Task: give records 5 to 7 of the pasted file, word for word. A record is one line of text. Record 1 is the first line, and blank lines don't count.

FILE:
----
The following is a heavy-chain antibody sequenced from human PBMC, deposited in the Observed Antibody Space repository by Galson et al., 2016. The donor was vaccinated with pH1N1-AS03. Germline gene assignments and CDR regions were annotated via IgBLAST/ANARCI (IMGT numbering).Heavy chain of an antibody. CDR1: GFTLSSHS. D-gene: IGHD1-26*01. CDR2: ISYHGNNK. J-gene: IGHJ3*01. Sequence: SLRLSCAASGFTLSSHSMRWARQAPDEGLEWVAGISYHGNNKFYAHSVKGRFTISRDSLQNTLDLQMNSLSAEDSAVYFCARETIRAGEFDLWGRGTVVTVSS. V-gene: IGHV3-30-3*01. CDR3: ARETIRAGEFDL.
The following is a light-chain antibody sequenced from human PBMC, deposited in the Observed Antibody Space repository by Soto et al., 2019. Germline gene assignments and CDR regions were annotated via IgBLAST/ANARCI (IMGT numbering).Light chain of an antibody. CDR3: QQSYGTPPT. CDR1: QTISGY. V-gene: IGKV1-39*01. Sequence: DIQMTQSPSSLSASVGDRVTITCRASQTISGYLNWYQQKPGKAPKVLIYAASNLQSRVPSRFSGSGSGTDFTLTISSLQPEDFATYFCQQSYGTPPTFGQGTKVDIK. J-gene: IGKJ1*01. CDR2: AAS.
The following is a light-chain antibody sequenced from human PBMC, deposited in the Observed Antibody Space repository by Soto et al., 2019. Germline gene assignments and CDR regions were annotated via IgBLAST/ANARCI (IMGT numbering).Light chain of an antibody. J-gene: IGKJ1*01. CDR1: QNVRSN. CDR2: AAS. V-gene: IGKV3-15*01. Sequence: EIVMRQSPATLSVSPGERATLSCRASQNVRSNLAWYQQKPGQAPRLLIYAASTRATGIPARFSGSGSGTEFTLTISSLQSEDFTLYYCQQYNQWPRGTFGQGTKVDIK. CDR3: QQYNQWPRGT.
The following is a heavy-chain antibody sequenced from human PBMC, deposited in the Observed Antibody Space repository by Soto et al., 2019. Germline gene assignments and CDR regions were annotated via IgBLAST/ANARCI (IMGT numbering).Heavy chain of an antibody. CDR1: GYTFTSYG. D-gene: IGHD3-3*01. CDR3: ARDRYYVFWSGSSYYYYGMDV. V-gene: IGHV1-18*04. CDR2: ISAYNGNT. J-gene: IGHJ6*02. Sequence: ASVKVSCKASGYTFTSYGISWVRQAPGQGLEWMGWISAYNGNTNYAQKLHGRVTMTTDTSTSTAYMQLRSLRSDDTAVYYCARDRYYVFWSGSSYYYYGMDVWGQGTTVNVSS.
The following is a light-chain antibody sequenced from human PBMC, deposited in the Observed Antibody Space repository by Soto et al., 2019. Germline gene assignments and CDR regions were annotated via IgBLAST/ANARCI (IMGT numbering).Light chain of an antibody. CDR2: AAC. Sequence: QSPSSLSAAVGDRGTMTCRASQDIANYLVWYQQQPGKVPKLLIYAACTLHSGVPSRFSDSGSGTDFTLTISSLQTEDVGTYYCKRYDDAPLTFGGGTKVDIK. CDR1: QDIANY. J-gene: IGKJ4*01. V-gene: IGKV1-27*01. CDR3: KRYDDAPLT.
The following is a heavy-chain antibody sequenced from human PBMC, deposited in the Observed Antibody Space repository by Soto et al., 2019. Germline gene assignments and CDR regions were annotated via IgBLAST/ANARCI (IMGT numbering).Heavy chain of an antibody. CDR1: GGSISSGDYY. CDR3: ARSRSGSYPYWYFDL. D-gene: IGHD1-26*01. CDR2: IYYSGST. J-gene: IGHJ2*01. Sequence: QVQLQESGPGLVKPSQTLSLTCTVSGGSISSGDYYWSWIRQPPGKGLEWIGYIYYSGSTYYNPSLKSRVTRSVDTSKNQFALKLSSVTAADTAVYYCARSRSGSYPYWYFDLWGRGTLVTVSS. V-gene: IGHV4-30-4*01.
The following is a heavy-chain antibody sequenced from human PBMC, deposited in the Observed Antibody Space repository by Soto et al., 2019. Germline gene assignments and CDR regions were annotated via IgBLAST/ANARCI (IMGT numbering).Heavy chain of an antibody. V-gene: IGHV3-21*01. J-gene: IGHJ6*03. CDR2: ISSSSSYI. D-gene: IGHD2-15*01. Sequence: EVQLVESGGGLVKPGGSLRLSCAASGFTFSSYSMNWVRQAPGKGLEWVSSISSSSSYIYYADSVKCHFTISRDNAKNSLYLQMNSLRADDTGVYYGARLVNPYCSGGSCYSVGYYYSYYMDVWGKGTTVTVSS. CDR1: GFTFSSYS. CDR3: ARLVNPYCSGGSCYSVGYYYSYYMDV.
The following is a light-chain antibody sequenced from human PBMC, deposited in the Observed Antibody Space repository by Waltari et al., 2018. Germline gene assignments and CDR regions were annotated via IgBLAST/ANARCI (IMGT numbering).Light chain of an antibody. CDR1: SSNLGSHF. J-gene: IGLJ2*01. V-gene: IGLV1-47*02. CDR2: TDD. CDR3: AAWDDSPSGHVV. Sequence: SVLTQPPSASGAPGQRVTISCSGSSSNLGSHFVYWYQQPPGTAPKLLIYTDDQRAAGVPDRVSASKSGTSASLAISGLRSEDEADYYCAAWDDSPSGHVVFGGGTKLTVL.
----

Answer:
The following is a light-chain antibody sequenced from human PBMC, deposited in the Observed Antibody Space repository by Soto et al., 2019. Germline gene assignments and CDR regions were annotated via IgBLAST/ANARCI (IMGT numbering).Light chain of an antibody. CDR2: AAC. Sequence: QSPSSLSAAVGDRGTMTCRASQDIANYLVWYQQQPGKVPKLLIYAACTLHSGVPSRFSDSGSGTDFTLTISSLQTEDVGTYYCKRYDDAPLTFGGGTKVDIK. CDR1: QDIANY. J-gene: IGKJ4*01. V-gene: IGKV1-27*01. CDR3: KRYDDAPLT.
The following is a heavy-chain antibody sequenced from human PBMC, deposited in the Observed Antibody Space repository by Soto et al., 2019. Germline gene assignments and CDR regions were annotated via IgBLAST/ANARCI (IMGT numbering).Heavy chain of an antibody. CDR1: GGSISSGDYY. CDR3: ARSRSGSYPYWYFDL. D-gene: IGHD1-26*01. CDR2: IYYSGST. J-gene: IGHJ2*01. Sequence: QVQLQESGPGLVKPSQTLSLTCTVSGGSISSGDYYWSWIRQPPGKGLEWIGYIYYSGSTYYNPSLKSRVTRSVDTSKNQFALKLSSVTAADTAVYYCARSRSGSYPYWYFDLWGRGTLVTVSS. V-gene: IGHV4-30-4*01.
The following is a heavy-chain antibody sequenced from human PBMC, deposited in the Observed Antibody Space repository by Soto et al., 2019. Germline gene assignments and CDR regions were annotated via IgBLAST/ANARCI (IMGT numbering).Heavy chain of an antibody. V-gene: IGHV3-21*01. J-gene: IGHJ6*03. CDR2: ISSSSSYI. D-gene: IGHD2-15*01. Sequence: EVQLVESGGGLVKPGGSLRLSCAASGFTFSSYSMNWVRQAPGKGLEWVSSISSSSSYIYYADSVKCHFTISRDNAKNSLYLQMNSLRADDTGVYYGARLVNPYCSGGSCYSVGYYYSYYMDVWGKGTTVTVSS. CDR1: GFTFSSYS. CDR3: ARLVNPYCSGGSCYSVGYYYSYYMDV.